- Fina from Skies of Arcadia is a Silvite (later revealed to be a visitor from an arcology floating in space) sent by her superiors to disengage a number of ancient weapons. The Valuan Empire takes exception to this... The storyline is a pretty shameless homage to Star Wars, complete with Fina's ship being towed by an imperial vessel.
- Elh of Solatorobo fits as well, having a quiet, distant personality, MacGuffin amulet, and Doomed Hometown, though in this case the waif is a young male - or rather, is confused for one. Elh is really a girl, much to everyone's surprise. They just never asked.
- In Super Mario Galaxy, Rosalina has this role as Mario encounters her on a small planet after he was thrown into space by Bowser's forces. It turns out that Bowser had stolen her power stars, which are her energy source for the Comet Observatory. As you play through the game, you unlock her backstory in the form of a storybook.
- Neither are straight examples, but Kanna and Anderson from Three the Hard Way qualify. They are both enigmatic characters of unknown origins who attract much attention from others due to their cryptic personalities and lack of concrete backstories. Both of them are very powerful (albeit in very different ways — Kanna is an ancient alchemist/sorceress, while Anderson is a gladiator), and they are more knowledgeable about the game's universe than the rest of the cast combined, due to their possible ties with the previous War. To clarify further:
- Kanna is an immortal alchemist belonging to a legendary ancient Order and seem to be know the Big Bad quite well. Her first in-game appearance has her blow up an entire battle field, almost killing the heroes, but later joins the heroes' party for dubious reasons. However, Kanna turns out to be more of a subversion, as she is not as cryptic as she initially seems, and is more naive and clueless to her Order's purposes than being actively secretive.
- Anderson seems to be deeply involved with almost every faction known in the game: He frequently hangs out with the Zebulun Cult despite claiming that he's not a member. He is well-acquainted with King and is implied to have met him during the first war. Older Kaibutsu Lords refer to him as their "brother". He knows a lot more about the Govan order than some of the Govan members themselves and is implied to know its original founder, Candor. Despite these vague hints, virtually nothing of his identity have been truly confirmed.
- The appropriately named Moé the ninja from The Inexplicable Adventures of Bob!
- The Noordegraaf Files: The majority of the orphans could count, but Katrina◊ takes the cake. Theo first sees her in a robe, attempting to break into a locked closet. When this happens, the whole plot is set in motion. To this day, still absolutely nothing is known about her. Even for her biography, all that is said about her(besides physical characteristics) is: "No information currently available."
- Rumors of War has three in the main cast: Elysia, Illyra, and Occela. All three have homes they can't return to; one's searching for her Missing Mentor, one pulls a double-shift as The Lad-ette, and the third's a Broken Bird.
- Played with in Shadownova. Iris is actually the main character and we know exactly why she can't go home but she does have some incredible and plot important powers that everyone either wants or wants killed. She's implied to have lost a lot of faith in humanity over some traumatic event in her past that she refuses to elaborate on besides hinting that it involved the death of her father.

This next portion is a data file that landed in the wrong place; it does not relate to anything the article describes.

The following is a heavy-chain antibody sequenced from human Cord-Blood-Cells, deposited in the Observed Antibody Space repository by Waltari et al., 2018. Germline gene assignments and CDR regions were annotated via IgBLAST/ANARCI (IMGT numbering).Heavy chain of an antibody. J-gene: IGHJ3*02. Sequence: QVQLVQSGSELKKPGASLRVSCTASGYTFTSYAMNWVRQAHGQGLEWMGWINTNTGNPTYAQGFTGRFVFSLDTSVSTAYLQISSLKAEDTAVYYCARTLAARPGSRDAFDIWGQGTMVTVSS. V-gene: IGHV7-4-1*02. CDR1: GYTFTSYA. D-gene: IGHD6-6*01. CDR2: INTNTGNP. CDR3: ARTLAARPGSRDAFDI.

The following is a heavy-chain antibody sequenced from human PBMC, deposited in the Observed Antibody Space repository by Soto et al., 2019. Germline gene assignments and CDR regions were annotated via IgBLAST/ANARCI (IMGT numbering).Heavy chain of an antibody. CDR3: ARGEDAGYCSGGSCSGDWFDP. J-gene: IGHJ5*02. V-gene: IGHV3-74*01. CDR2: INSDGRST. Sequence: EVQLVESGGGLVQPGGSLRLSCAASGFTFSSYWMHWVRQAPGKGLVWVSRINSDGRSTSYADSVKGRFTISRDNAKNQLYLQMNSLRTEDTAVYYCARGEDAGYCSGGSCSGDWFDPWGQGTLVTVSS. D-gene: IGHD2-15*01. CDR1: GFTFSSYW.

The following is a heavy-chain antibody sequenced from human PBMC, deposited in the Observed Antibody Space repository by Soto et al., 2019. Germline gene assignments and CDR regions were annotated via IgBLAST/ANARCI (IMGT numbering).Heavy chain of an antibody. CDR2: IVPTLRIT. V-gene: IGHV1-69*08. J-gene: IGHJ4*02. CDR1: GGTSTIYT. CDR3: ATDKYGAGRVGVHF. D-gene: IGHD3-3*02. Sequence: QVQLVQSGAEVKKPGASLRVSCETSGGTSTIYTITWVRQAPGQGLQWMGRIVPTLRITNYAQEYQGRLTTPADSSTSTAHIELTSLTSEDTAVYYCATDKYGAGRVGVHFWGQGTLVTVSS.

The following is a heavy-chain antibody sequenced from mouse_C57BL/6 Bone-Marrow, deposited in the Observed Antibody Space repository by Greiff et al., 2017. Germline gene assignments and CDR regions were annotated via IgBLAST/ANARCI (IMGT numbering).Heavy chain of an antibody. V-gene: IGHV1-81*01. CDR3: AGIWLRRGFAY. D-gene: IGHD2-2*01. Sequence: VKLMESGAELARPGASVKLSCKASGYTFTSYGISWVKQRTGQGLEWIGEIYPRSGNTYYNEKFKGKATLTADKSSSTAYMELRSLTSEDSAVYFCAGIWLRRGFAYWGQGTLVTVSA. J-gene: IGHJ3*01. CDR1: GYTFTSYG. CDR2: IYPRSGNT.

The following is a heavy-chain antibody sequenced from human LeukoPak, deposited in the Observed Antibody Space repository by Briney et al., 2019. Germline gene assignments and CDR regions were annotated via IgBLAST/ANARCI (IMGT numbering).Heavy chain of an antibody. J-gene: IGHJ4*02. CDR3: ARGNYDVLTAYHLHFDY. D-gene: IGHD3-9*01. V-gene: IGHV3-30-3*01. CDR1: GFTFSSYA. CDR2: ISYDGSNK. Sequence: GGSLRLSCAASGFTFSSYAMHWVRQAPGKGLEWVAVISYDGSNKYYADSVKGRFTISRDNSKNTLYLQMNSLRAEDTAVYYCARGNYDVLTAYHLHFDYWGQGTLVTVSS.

- Our very own Mysterious Waif-tan.
- Lapis Lazuli of Steven Universe. The episodes where she's introduced are the starting point of the show taking on serious matters. Lapis was imprisoned into a mirror for thousands of years, and little is known about her background or why she was imprisoned in the first place, though she holds a grudge against the Crystal Gems. She's the first revealed gem that isn't a Crystal Gem or corrupted; in fact, her episodes reveal that the monsters the Crystal Gems have been fighting were once ordinary gems. She is barely taller than Steven, frail, barefoot and doe-eyed, and is wounded at her release due to having a cracked gem. However, she's shown to be one of the most powerful gems in the series with near complete control of water. All Lapis can't do with a cracked gemstone is form her wings to fly back home, her only desire, so she attempts by the stealing Earth's oceans and stretching it to Homeworld...fortunately, Steven manages to contact her and she's the first one he uses his newfound healing powers on. As she does get home, even more of the plot gets driven by her.
- The Afghan Girl, real name Sharbat Gula, was photographed in an Afghan refugee camp. At the time the picture was taken, the photographer didn't know her name, and in 2002, she was successfully located and formally identified. Her photograph is the most recognized in National Geographic history.note
- More than one young female Catholic saint is represented like this in media. A good example would be Saint Solange; she's depicted as a beautiful young shepherdess blessed by God to the point of having Healing Hands and exorcising demons with a sole touch. Too bad the poor kid ended up decapitated by a would be rapist... but then Solange performed her last miracle: calmly picking up her own severed head and walking back home.
- A popular practice in the classic "Anastasia lives" stories is to present "Anna Anderson" (in real life yet another Anastasia impersonator) as this — in these depictions, she'll be Anastasia as an adult with amnesia who finds out that she's fallen royalty.